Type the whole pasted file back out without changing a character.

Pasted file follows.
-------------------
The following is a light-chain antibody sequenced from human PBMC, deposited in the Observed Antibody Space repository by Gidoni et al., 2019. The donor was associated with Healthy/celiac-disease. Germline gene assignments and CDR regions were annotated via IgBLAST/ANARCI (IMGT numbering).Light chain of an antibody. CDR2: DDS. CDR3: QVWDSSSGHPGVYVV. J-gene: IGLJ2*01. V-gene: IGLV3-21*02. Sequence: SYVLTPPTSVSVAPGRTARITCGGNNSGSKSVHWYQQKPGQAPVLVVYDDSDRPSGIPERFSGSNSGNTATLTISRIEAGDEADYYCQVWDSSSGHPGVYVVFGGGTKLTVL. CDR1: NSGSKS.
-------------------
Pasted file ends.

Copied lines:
The following is a light-chain antibody sequenced from human PBMC, deposited in the Observed Antibody Space repository by Gidoni et al., 2019. The donor was associated with Healthy/celiac-disease. Germline gene assignments and CDR regions were annotated via IgBLAST/ANARCI (IMGT numbering).Light chain of an antibody. CDR2: DDS. CDR3: QVWDSSSGHPGVYVV. J-gene: IGLJ2*01. V-gene: IGLV3-21*02. Sequence: SYVLTPPTSVSVAPGRTARITCGGNNSGSKSVHWYQQKPGQAPVLVVYDDSDRPSGIPERFSGSNSGNTATLTISRIEAGDEADYYCQVWDSSSGHPGVYVVFGGGTKLTVL. CDR1: NSGSKS.